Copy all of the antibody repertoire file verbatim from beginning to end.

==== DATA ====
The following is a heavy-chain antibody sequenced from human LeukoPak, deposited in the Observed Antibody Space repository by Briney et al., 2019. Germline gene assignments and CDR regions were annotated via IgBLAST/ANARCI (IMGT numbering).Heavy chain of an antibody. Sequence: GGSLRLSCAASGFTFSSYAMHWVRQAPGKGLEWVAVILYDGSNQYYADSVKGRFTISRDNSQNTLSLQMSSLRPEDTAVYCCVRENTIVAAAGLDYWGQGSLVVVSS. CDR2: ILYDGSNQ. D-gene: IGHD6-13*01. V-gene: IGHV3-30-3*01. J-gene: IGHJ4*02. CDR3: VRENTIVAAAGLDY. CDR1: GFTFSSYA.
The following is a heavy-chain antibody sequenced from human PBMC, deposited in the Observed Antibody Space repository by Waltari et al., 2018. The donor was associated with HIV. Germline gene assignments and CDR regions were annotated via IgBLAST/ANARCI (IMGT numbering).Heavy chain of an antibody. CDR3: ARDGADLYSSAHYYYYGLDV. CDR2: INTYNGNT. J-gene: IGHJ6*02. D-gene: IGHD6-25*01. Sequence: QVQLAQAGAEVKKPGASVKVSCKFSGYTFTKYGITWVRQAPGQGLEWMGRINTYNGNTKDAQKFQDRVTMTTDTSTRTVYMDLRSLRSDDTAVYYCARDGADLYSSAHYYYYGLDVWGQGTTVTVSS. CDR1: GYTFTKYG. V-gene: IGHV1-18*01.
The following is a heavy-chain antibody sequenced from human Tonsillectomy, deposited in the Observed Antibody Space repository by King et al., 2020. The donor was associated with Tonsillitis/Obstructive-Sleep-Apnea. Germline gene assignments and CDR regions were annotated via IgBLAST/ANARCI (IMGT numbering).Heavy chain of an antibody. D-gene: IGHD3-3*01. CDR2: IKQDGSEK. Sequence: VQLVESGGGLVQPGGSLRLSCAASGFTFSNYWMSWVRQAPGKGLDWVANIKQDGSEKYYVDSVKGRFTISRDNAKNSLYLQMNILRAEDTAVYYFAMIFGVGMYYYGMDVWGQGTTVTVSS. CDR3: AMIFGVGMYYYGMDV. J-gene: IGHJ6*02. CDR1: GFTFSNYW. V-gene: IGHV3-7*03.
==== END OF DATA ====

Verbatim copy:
The following is a heavy-chain antibody sequenced from human LeukoPak, deposited in the Observed Antibody Space repository by Briney et al., 2019. Germline gene assignments and CDR regions were annotated via IgBLAST/ANARCI (IMGT numbering).Heavy chain of an antibody. Sequence: GGSLRLSCAASGFTFSSYAMHWVRQAPGKGLEWVAVILYDGSNQYYADSVKGRFTISRDNSQNTLSLQMSSLRPEDTAVYCCVRENTIVAAAGLDYWGQGSLVVVSS. CDR2: ILYDGSNQ. D-gene: IGHD6-13*01. V-gene: IGHV3-30-3*01. J-gene: IGHJ4*02. CDR3: VRENTIVAAAGLDY. CDR1: GFTFSSYA.
The following is a heavy-chain antibody sequenced from human PBMC, deposited in the Observed Antibody Space repository by Waltari et al., 2018. The donor was associated with HIV. Germline gene assignments and CDR regions were annotated via IgBLAST/ANARCI (IMGT numbering).Heavy chain of an antibody. CDR3: ARDGADLYSSAHYYYYGLDV. CDR2: INTYNGNT. J-gene: IGHJ6*02. D-gene: IGHD6-25*01. Sequence: QVQLAQAGAEVKKPGASVKVSCKFSGYTFTKYGITWVRQAPGQGLEWMGRINTYNGNTKDAQKFQDRVTMTTDTSTRTVYMDLRSLRSDDTAVYYCARDGADLYSSAHYYYYGLDVWGQGTTVTVSS. CDR1: GYTFTKYG. V-gene: IGHV1-18*01.
The following is a heavy-chain antibody sequenced from human Tonsillectomy, deposited in the Observed Antibody Space repository by King et al., 2020. The donor was associated with Tonsillitis/Obstructive-Sleep-Apnea. Germline gene assignments and CDR regions were annotated via IgBLAST/ANARCI (IMGT numbering).Heavy chain of an antibody. D-gene: IGHD3-3*01. CDR2: IKQDGSEK. Sequence: VQLVESGGGLVQPGGSLRLSCAASGFTFSNYWMSWVRQAPGKGLDWVANIKQDGSEKYYVDSVKGRFTISRDNAKNSLYLQMNILRAEDTAVYYFAMIFGVGMYYYGMDVWGQGTTVTVSS. CDR3: AMIFGVGMYYYGMDV. J-gene: IGHJ6*02. CDR1: GFTFSNYW. V-gene: IGHV3-7*03.